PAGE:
Considering that humans won’t access the far reaches of space anytime soon, the time lag between event and perception has given us a unique opportunity to see the history of the universe, Sahakian said. “The deeper you look into space you’re also looking into the past.”
A Wormhole Would Help, Only if We Could Create One
New revelations about that past occur seemingly all the time. Telescopic advancements continue to lead to astonishing findings about other galaxies, no matter how distant.
Last year, scientists studying a galaxy far larger than our Milky Way, one with more than a trillion stars, found that its light was emitted just 1.5 billion years after the Big Bang — 1 billion years earlier than previously estimated. Sure, what’s a billion years when the universe itself is estimated to be 13.8 billion years old? Well, the update on the galaxy’s age is a helpful piece of a puzzle that scientists hope will eventually explain how massive galaxies formed and died in the early universe. This particular galaxy had a suppressed star formation that means it was dying.
Would it be possible to ever receive information faster than the speed of light, so we could see what’s going on in the universe closer to our time? That would require a wormhole, Sahakian said, a tear in spacetime that could give us a shortcut to explore and observe the deeper reaches of space. While that’s an exciting plot device in movies, such a wrinkle in time is not known to exist.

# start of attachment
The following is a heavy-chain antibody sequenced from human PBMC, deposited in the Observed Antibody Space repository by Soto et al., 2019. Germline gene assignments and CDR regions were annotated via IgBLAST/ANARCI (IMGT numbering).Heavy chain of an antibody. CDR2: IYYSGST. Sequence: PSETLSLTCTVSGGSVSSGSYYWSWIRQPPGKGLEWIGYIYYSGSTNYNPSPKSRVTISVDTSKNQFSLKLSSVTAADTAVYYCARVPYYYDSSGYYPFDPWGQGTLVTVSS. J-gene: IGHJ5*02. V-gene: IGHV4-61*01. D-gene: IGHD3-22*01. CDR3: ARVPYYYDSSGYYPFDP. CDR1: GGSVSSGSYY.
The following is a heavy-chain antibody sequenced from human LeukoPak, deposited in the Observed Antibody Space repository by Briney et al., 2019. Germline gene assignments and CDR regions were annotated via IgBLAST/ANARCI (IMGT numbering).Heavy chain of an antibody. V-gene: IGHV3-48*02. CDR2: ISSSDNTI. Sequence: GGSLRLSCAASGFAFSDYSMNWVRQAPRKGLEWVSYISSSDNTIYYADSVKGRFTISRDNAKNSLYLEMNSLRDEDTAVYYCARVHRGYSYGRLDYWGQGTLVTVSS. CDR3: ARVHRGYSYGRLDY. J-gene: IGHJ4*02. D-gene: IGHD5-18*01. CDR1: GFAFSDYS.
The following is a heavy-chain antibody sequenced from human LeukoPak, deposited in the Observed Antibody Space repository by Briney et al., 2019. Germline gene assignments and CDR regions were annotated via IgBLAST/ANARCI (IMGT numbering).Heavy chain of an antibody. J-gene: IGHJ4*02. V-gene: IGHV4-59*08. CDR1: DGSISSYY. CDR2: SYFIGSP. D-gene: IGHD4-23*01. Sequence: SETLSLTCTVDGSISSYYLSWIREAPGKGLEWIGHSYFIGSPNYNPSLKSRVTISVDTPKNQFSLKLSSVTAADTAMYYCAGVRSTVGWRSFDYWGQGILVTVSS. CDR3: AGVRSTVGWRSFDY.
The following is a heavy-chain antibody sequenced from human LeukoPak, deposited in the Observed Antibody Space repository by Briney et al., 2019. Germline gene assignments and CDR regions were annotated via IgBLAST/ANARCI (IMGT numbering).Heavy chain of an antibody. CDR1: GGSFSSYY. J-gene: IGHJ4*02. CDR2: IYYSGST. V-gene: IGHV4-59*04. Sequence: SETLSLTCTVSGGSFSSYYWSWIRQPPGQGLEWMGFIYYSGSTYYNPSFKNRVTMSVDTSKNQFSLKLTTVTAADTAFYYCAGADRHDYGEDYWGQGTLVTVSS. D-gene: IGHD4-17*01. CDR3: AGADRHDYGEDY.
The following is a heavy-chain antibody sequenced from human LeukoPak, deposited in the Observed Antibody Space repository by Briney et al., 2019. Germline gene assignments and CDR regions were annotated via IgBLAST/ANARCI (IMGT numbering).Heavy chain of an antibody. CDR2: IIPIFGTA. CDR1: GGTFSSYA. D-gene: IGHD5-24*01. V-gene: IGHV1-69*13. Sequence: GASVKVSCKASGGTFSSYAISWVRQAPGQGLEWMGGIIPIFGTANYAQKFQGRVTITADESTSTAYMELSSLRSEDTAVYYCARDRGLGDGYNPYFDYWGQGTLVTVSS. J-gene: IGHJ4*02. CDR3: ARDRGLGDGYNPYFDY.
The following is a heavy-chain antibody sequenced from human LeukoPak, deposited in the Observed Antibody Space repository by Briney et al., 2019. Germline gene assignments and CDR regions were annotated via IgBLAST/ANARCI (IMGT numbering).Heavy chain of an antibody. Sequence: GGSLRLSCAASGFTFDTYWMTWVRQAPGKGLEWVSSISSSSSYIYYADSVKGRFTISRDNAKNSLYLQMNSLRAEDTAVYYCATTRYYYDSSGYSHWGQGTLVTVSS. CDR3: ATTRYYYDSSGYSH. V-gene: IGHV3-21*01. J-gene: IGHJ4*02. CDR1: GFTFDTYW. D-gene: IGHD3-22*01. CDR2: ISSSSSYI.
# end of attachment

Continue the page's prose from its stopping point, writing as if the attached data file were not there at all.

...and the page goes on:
“We know the mathematical theory to create them but what we need to do that doesn’t exist,” said David Mattingly, an assistant professor of physics and astronomy at the University of New Hampshire. “We need a different kind of matter and would have to have different kind of properties.”
Our inability to shorten space travel might disappoint fans of science fiction movies such as “Interstellar,” which convincingly built a plot around a wormhole, Mattingly said, but there’s much to explore in the universe within the limitations of our space-time continuum. “We have a lot of practical work to do just to colonize and explore our own solar system,” he said. “There are lot more planets in space that we will be busy exploring.”
Gravity Influences Spacetime, to an Extent
For that matter, scientists still have to determine how certain longstanding theories apply to spacetime while others don’t. Einstein’s theory of relativity holds up in our solar system but Newtonian physics, which govern the laws of motion, doesn’t, Mattingly said.
Imagine if a baseball fell to Earth from a certain point in the atmosphere. The laws of gravity inform how it will accelerate at a certain and measurable pace, Mattingly said. Now, release the baseball from the center of the solar system with the laws of gravity unchanged, the ball takes longer than expected. “Well, you could say gravity gets weaker at larger distances, but is there something I can’t see that is pulling my baseball?”
Indeed, the baseball’s motion was influenced by a mysterious pull, Mattingly said. Things don’t move the “right way” as you move farther away from the gravitational spots between the Earth and its sun and our solar system. So, to explain the behavior of stars in other galaxies, scientists chalk up any gravitational force to dark matter, which has never been observed but is estimated to comprise more than 80% of all matter in the universe.
“And that’s what we don’t know about,” Mattingly said.
Newton and Einstein expect us to find out.